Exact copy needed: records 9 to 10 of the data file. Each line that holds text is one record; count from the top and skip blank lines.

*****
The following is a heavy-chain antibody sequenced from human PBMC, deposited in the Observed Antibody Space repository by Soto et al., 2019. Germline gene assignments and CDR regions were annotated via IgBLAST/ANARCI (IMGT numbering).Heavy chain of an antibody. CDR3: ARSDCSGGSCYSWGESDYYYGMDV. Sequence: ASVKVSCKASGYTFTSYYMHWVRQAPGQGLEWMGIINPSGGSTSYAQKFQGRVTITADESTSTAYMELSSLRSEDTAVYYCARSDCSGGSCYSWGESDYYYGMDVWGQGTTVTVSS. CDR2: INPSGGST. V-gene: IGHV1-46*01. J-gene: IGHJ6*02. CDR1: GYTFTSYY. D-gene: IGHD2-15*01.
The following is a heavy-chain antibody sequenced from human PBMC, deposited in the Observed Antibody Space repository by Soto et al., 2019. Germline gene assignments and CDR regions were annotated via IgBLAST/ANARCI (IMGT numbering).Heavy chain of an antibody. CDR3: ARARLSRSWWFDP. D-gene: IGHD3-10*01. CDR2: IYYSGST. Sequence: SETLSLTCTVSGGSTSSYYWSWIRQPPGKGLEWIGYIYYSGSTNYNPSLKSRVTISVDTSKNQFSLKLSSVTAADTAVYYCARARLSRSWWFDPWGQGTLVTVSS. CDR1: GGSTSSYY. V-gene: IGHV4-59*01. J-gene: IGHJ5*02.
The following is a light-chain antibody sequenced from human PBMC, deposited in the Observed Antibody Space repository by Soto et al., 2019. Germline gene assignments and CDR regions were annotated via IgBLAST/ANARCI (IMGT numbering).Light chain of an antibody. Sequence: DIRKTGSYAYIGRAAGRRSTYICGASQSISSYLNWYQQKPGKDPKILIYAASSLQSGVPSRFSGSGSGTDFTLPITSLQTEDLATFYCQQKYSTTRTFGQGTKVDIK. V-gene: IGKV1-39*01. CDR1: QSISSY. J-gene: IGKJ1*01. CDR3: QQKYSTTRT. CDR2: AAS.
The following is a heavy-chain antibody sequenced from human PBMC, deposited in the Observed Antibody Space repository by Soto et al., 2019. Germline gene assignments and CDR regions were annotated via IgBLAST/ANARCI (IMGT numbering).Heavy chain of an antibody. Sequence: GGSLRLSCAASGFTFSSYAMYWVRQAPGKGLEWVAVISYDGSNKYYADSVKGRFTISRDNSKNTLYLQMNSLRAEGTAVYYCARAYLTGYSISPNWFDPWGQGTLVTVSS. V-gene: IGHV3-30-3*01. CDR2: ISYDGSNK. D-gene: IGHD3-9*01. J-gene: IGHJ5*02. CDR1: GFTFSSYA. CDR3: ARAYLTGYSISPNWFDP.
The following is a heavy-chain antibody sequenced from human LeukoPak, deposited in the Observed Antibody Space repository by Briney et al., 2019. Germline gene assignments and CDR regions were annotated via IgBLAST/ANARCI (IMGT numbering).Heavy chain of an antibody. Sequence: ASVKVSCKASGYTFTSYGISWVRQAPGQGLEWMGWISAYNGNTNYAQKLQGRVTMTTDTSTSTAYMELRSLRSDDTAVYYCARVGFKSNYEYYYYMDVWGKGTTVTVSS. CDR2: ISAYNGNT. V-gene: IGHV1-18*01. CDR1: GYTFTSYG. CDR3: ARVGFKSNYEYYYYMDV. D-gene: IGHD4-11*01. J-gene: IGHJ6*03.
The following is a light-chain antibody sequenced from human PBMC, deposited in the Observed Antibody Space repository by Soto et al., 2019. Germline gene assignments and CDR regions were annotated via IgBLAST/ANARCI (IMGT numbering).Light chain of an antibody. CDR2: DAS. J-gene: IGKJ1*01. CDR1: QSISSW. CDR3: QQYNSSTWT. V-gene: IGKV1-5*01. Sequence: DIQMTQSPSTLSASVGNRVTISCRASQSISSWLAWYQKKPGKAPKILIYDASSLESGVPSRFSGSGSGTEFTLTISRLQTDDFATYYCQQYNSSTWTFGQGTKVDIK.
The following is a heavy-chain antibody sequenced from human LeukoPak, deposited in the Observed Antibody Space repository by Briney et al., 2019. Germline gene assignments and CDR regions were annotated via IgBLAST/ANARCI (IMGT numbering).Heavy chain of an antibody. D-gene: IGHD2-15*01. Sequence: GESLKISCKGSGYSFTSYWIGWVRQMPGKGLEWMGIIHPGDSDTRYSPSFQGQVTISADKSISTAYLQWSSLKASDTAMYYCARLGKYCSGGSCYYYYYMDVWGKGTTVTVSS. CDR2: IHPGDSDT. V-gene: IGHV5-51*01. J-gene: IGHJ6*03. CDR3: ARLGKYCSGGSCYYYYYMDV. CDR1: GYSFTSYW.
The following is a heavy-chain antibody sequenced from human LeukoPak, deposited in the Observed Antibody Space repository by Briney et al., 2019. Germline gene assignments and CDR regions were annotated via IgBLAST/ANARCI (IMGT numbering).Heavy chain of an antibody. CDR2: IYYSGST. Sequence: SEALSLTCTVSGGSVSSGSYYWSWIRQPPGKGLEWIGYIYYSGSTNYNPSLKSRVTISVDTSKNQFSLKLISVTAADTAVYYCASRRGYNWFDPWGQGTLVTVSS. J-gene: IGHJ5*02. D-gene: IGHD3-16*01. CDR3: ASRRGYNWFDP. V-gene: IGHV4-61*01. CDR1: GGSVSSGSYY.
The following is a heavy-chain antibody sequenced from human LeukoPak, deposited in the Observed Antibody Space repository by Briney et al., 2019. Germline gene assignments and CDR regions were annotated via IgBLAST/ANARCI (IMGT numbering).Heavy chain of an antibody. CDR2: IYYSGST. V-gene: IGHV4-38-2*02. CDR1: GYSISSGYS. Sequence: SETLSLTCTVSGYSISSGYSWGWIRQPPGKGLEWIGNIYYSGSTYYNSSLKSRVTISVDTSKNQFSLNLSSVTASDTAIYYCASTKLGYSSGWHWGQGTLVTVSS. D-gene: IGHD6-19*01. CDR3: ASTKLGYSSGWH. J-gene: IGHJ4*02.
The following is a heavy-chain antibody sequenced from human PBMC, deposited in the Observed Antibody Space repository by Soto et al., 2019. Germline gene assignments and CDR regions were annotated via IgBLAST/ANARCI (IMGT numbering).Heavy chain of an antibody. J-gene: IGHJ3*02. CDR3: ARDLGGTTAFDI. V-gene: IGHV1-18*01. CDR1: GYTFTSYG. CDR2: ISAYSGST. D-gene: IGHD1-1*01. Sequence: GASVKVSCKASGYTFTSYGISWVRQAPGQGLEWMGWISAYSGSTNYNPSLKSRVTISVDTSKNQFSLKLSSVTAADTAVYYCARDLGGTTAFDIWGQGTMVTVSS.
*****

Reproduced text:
The following is a heavy-chain antibody sequenced from human LeukoPak, deposited in the Observed Antibody Space repository by Briney et al., 2019. Germline gene assignments and CDR regions were annotated via IgBLAST/ANARCI (IMGT numbering).Heavy chain of an antibody. CDR2: IYYSGST. V-gene: IGHV4-38-2*02. CDR1: GYSISSGYS. Sequence: SETLSLTCTVSGYSISSGYSWGWIRQPPGKGLEWIGNIYYSGSTYYNSSLKSRVTISVDTSKNQFSLNLSSVTASDTAIYYCASTKLGYSSGWHWGQGTLVTVSS. D-gene: IGHD6-19*01. CDR3: ASTKLGYSSGWH. J-gene: IGHJ4*02.
The following is a heavy-chain antibody sequenced from human PBMC, deposited in the Observed Antibody Space repository by Soto et al., 2019. Germline gene assignments and CDR regions were annotated via IgBLAST/ANARCI (IMGT numbering).Heavy chain of an antibody. J-gene: IGHJ3*02. CDR3: ARDLGGTTAFDI. V-gene: IGHV1-18*01. CDR1: GYTFTSYG. CDR2: ISAYSGST. D-gene: IGHD1-1*01. Sequence: GASVKVSCKASGYTFTSYGISWVRQAPGQGLEWMGWISAYSGSTNYNPSLKSRVTISVDTSKNQFSLKLSSVTAADTAVYYCARDLGGTTAFDIWGQGTMVTVSS.